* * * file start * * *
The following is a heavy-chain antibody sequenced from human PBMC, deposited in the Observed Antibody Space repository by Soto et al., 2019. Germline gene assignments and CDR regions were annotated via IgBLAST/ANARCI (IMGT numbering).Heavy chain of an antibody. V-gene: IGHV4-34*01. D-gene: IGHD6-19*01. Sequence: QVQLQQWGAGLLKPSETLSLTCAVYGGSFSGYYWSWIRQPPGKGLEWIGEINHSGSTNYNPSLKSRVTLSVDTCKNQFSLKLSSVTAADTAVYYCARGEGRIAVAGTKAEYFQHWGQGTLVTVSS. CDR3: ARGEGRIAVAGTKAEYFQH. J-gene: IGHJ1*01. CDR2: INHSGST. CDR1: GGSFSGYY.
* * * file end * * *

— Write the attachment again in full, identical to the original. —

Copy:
The following is a heavy-chain antibody sequenced from human PBMC, deposited in the Observed Antibody Space repository by Soto et al., 2019. Germline gene assignments and CDR regions were annotated via IgBLAST/ANARCI (IMGT numbering).Heavy chain of an antibody. V-gene: IGHV4-34*01. D-gene: IGHD6-19*01. Sequence: QVQLQQWGAGLLKPSETLSLTCAVYGGSFSGYYWSWIRQPPGKGLEWIGEINHSGSTNYNPSLKSRVTLSVDTCKNQFSLKLSSVTAADTAVYYCARGEGRIAVAGTKAEYFQHWGQGTLVTVSS. CDR3: ARGEGRIAVAGTKAEYFQH. J-gene: IGHJ1*01. CDR2: INHSGST. CDR1: GGSFSGYY.